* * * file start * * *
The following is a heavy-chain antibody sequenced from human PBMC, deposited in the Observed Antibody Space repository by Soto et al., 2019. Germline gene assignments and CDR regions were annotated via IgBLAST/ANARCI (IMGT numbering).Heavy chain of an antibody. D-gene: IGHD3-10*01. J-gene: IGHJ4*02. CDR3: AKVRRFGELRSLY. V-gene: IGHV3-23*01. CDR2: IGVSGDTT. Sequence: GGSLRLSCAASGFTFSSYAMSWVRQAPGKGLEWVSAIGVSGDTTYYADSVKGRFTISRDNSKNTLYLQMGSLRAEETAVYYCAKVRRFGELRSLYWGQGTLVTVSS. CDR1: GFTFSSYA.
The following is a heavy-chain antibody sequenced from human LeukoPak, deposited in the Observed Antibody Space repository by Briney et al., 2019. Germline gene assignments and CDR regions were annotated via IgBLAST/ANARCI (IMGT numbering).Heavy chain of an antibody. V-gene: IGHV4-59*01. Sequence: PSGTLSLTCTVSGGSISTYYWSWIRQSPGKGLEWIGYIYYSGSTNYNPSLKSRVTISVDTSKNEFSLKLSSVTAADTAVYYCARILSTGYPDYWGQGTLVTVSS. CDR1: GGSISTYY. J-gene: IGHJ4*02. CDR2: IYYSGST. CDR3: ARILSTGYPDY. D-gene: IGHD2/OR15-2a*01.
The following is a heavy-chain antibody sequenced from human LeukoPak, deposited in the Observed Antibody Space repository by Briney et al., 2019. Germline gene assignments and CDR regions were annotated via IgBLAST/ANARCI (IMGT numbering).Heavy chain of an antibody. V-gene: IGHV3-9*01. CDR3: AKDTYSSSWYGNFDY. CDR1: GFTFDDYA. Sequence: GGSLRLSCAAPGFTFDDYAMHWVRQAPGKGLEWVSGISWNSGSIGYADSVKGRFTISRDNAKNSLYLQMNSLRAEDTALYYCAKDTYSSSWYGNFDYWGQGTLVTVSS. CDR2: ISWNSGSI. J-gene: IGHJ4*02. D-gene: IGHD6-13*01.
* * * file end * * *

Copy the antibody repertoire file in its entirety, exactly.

The following is a heavy-chain antibody sequenced from human PBMC, deposited in the Observed Antibody Space repository by Soto et al., 2019. Germline gene assignments and CDR regions were annotated via IgBLAST/ANARCI (IMGT numbering).Heavy chain of an antibody. D-gene: IGHD3-10*01. J-gene: IGHJ4*02. CDR3: AKVRRFGELRSLY. V-gene: IGHV3-23*01. CDR2: IGVSGDTT. Sequence: GGSLRLSCAASGFTFSSYAMSWVRQAPGKGLEWVSAIGVSGDTTYYADSVKGRFTISRDNSKNTLYLQMGSLRAEETAVYYCAKVRRFGELRSLYWGQGTLVTVSS. CDR1: GFTFSSYA.
The following is a heavy-chain antibody sequenced from human LeukoPak, deposited in the Observed Antibody Space repository by Briney et al., 2019. Germline gene assignments and CDR regions were annotated via IgBLAST/ANARCI (IMGT numbering).Heavy chain of an antibody. V-gene: IGHV4-59*01. Sequence: PSGTLSLTCTVSGGSISTYYWSWIRQSPGKGLEWIGYIYYSGSTNYNPSLKSRVTISVDTSKNEFSLKLSSVTAADTAVYYCARILSTGYPDYWGQGTLVTVSS. CDR1: GGSISTYY. J-gene: IGHJ4*02. CDR2: IYYSGST. CDR3: ARILSTGYPDY. D-gene: IGHD2/OR15-2a*01.
The following is a heavy-chain antibody sequenced from human LeukoPak, deposited in the Observed Antibody Space repository by Briney et al., 2019. Germline gene assignments and CDR regions were annotated via IgBLAST/ANARCI (IMGT numbering).Heavy chain of an antibody. V-gene: IGHV3-9*01. CDR3: AKDTYSSSWYGNFDY. CDR1: GFTFDDYA. Sequence: GGSLRLSCAAPGFTFDDYAMHWVRQAPGKGLEWVSGISWNSGSIGYADSVKGRFTISRDNAKNSLYLQMNSLRAEDTALYYCAKDTYSSSWYGNFDYWGQGTLVTVSS. CDR2: ISWNSGSI. J-gene: IGHJ4*02. D-gene: IGHD6-13*01.